If you face a dental emergency, give us a call immediately. We are here to assist when your child's dental health is at risk.
Not all dental injuries require an immediate visit to the dentist. If you are unsure what constitutes an emergency, or need to know what to do before seeing us after-hours, please read our common child dental emergencies and first aid recommendations below.
Bitten Lip or Tongue
If your child has bitten their lip or tongue severely enough to cause bleeding, clean the bite gently with water and use a cold compress (a cold, wet towel or washcloth pressed firmly against the area) to reduce or avoid swelling. Give us a call to help determine how serious the bite is.
Object Caught In Teeth
If your child has something caught between their teeth, use dental floss to gently remove it. Never use a metal, plastic, or sharp tool to remove a stuck object. If you are unable to remove the item with dental floss, give us a call.
Broken, Chipped, or Fractured Tooth
If your child has chipped or broken a piece off of their tooth, have them rinse their mouth with warm water, then use a cold compress to reduce swelling. Try to locate and save the tooth fragment that broke off. Call us immediately.
Tooth Out of Position
After trauma, sometimes a tooth will be pushed out of place. It can be further up into the gum (i.e., intruded) appearing shorter than the adjacent tooth, further out of the gum (i.e., extruded) appearing longer than the adjacent tooth, pushed backward into the mouth or pushed forward toward the lips (i.e., luxated). Depending upon the position of the tooth, it may need to be repositioned. You should see the dentist as soon as possible so the situation can be diagnosed and treated accordingly.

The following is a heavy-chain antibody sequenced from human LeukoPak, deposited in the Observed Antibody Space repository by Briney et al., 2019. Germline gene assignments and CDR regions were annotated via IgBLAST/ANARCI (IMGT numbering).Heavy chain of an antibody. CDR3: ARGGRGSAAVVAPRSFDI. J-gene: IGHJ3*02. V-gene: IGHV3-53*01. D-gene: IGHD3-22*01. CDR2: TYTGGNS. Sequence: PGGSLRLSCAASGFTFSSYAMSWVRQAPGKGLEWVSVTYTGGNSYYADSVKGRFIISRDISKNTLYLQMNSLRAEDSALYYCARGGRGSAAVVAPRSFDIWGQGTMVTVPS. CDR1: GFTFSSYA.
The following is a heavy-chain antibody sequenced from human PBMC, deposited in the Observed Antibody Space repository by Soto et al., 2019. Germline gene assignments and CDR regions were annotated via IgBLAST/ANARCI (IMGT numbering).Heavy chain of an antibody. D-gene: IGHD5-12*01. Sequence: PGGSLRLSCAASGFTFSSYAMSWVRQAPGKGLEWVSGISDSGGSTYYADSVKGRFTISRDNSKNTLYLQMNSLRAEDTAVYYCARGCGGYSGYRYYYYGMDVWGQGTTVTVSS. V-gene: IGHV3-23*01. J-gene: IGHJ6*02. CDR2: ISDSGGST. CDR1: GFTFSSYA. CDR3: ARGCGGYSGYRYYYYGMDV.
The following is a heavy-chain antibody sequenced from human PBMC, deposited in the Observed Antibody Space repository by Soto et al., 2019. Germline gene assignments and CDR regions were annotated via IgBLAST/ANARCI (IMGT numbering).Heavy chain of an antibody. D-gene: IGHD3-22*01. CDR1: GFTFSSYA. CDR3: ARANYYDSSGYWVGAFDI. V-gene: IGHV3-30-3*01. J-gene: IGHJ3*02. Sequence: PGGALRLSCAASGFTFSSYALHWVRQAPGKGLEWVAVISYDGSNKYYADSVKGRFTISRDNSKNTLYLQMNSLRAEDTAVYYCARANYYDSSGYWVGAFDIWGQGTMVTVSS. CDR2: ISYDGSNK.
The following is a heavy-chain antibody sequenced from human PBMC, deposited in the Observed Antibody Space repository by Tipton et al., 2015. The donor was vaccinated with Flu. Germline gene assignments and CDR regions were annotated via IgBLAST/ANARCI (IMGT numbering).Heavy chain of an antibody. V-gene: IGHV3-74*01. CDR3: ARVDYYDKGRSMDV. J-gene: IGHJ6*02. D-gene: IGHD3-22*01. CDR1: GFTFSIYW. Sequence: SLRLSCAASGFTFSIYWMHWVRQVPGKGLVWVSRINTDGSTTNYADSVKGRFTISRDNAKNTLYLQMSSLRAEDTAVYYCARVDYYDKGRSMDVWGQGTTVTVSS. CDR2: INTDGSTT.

Knocked Out Permanent Tooth
If possible, find the tooth. Handle it by the crown, not by the root. You may rinse the tooth with water only. DO NOT clean with soap, toothpaste, or scrub. Inspect the tooth for fractures. If the tooth is sound, try to reinsertt it in the socket. Have the patient hold the tooth in place by biting on a gauze or clean cloth. If you cannot reinsert the tooth, transport the tooth in a cup containing millk. If the patient is old enough, the tooth may also be carried in the patient's mouth (beside the cheek). The patient must see a dentist immediately! Time is a critical factor in saving the tooth.
Knocked Out Baby Tooth
Unlike with the permanent tooth, the baby tooth should not be reimplanted due to potential harm to the develeoping permenant tooth. In most cases, no additional treatment is necessary.
Loose Baby Tooth
If your child has a very loose tooth, it should be removed to avoid being swallowed or inhaled.
If your child complains of a toothache, rinse their mouth with warm water and inspect the teeth to be sure there is nothing caught between them. If pain continues, use a cold compress to ease the pain. Do not apply heat or any kind of aspirin or topical pain reliever directly to the affected area, as this can cause damage to the gums. Children’s pain relievers may be taken orally. Schedule an appointment immediately.
If you know or suspect your child has sustained a broken jaw, use a cold compress to reduce swelling. Call our emergency number and/or head to the hospital immediately. In many cases a broken jaw is the result of a blow to the head. Severe blows to the head can be dangerous and even life-threatening.
You can help your child avoid dental emergencies. Child-proof your house to avoid falls. Don't let your child chew on ice, popcorn kernels, or other hard foods. Always use car seats for young children and require seat belts for older children. And if your child plays contact sports, have them wear a mouthguard. Ask us about creating a custom-fitted mouthguard for your child. Finally, prevent toothaches with regular brushing, flossing, and visits to our office.